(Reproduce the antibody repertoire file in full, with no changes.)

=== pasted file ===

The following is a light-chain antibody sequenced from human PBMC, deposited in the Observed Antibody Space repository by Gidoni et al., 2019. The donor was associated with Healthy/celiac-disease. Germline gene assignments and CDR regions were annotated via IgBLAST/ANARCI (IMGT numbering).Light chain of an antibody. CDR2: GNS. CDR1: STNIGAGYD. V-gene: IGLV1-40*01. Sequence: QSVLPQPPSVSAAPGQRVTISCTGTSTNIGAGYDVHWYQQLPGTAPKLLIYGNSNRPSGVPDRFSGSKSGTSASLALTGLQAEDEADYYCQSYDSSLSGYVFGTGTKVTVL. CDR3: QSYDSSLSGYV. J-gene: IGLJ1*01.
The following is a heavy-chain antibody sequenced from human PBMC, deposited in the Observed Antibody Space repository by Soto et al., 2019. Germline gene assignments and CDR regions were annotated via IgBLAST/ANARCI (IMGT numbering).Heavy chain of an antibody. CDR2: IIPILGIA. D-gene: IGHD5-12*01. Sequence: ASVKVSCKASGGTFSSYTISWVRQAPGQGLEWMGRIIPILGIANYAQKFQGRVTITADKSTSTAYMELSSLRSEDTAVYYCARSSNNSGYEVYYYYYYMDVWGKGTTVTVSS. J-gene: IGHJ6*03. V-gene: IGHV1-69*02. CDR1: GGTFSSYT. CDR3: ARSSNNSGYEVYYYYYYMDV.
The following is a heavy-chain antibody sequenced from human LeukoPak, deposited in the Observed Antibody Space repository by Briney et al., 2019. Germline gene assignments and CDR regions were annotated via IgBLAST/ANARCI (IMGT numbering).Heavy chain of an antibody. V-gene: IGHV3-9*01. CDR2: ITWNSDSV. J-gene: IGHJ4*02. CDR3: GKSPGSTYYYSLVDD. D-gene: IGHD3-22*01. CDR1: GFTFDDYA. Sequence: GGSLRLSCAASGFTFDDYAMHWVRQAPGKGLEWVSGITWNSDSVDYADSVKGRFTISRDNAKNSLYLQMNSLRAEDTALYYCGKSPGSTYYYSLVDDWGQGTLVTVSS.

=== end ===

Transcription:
The following is a light-chain antibody sequenced from human PBMC, deposited in the Observed Antibody Space repository by Gidoni et al., 2019. The donor was associated with Healthy/celiac-disease. Germline gene assignments and CDR regions were annotated via IgBLAST/ANARCI (IMGT numbering).Light chain of an antibody. CDR2: GNS. CDR1: STNIGAGYD. V-gene: IGLV1-40*01. Sequence: QSVLPQPPSVSAAPGQRVTISCTGTSTNIGAGYDVHWYQQLPGTAPKLLIYGNSNRPSGVPDRFSGSKSGTSASLALTGLQAEDEADYYCQSYDSSLSGYVFGTGTKVTVL. CDR3: QSYDSSLSGYV. J-gene: IGLJ1*01.
The following is a heavy-chain antibody sequenced from human PBMC, deposited in the Observed Antibody Space repository by Soto et al., 2019. Germline gene assignments and CDR regions were annotated via IgBLAST/ANARCI (IMGT numbering).Heavy chain of an antibody. CDR2: IIPILGIA. D-gene: IGHD5-12*01. Sequence: ASVKVSCKASGGTFSSYTISWVRQAPGQGLEWMGRIIPILGIANYAQKFQGRVTITADKSTSTAYMELSSLRSEDTAVYYCARSSNNSGYEVYYYYYYMDVWGKGTTVTVSS. J-gene: IGHJ6*03. V-gene: IGHV1-69*02. CDR1: GGTFSSYT. CDR3: ARSSNNSGYEVYYYYYYMDV.
The following is a heavy-chain antibody sequenced from human LeukoPak, deposited in the Observed Antibody Space repository by Briney et al., 2019. Germline gene assignments and CDR regions were annotated via IgBLAST/ANARCI (IMGT numbering).Heavy chain of an antibody. V-gene: IGHV3-9*01. CDR2: ITWNSDSV. J-gene: IGHJ4*02. CDR3: GKSPGSTYYYSLVDD. D-gene: IGHD3-22*01. CDR1: GFTFDDYA. Sequence: GGSLRLSCAASGFTFDDYAMHWVRQAPGKGLEWVSGITWNSDSVDYADSVKGRFTISRDNAKNSLYLQMNSLRAEDTALYYCGKSPGSTYYYSLVDDWGQGTLVTVSS.